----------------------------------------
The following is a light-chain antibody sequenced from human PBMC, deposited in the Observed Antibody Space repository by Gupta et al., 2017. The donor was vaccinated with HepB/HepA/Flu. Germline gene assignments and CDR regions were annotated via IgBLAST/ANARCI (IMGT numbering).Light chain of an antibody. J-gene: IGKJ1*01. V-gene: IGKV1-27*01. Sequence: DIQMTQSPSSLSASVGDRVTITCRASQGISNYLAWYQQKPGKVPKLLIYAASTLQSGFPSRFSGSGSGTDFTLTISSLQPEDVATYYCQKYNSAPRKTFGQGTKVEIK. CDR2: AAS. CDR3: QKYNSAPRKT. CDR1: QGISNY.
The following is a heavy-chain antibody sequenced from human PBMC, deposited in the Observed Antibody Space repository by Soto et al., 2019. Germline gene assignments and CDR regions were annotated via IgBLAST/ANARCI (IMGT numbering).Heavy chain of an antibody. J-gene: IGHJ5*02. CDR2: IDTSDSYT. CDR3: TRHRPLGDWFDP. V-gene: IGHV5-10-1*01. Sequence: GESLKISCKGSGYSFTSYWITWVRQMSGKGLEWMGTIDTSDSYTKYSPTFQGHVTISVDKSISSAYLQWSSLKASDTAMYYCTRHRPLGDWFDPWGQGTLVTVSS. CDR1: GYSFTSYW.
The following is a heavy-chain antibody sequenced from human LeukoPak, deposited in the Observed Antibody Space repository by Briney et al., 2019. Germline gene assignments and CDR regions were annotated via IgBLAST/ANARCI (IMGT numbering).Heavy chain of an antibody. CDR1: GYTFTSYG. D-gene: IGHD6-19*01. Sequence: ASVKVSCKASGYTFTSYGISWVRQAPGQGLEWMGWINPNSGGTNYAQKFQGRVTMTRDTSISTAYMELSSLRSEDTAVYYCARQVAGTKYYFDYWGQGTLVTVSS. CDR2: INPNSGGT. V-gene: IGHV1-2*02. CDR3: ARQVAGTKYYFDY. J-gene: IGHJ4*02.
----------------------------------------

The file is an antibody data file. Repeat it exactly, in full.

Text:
The following is a light-chain antibody sequenced from human PBMC, deposited in the Observed Antibody Space repository by Gupta et al., 2017. The donor was vaccinated with HepB/HepA/Flu. Germline gene assignments and CDR regions were annotated via IgBLAST/ANARCI (IMGT numbering).Light chain of an antibody. J-gene: IGKJ1*01. V-gene: IGKV1-27*01. Sequence: DIQMTQSPSSLSASVGDRVTITCRASQGISNYLAWYQQKPGKVPKLLIYAASTLQSGFPSRFSGSGSGTDFTLTISSLQPEDVATYYCQKYNSAPRKTFGQGTKVEIK. CDR2: AAS. CDR3: QKYNSAPRKT. CDR1: QGISNY.
The following is a heavy-chain antibody sequenced from human PBMC, deposited in the Observed Antibody Space repository by Soto et al., 2019. Germline gene assignments and CDR regions were annotated via IgBLAST/ANARCI (IMGT numbering).Heavy chain of an antibody. J-gene: IGHJ5*02. CDR2: IDTSDSYT. CDR3: TRHRPLGDWFDP. V-gene: IGHV5-10-1*01. Sequence: GESLKISCKGSGYSFTSYWITWVRQMSGKGLEWMGTIDTSDSYTKYSPTFQGHVTISVDKSISSAYLQWSSLKASDTAMYYCTRHRPLGDWFDPWGQGTLVTVSS. CDR1: GYSFTSYW.
The following is a heavy-chain antibody sequenced from human LeukoPak, deposited in the Observed Antibody Space repository by Briney et al., 2019. Germline gene assignments and CDR regions were annotated via IgBLAST/ANARCI (IMGT numbering).Heavy chain of an antibody. CDR1: GYTFTSYG. D-gene: IGHD6-19*01. Sequence: ASVKVSCKASGYTFTSYGISWVRQAPGQGLEWMGWINPNSGGTNYAQKFQGRVTMTRDTSISTAYMELSSLRSEDTAVYYCARQVAGTKYYFDYWGQGTLVTVSS. CDR2: INPNSGGT. V-gene: IGHV1-2*02. CDR3: ARQVAGTKYYFDY. J-gene: IGHJ4*02.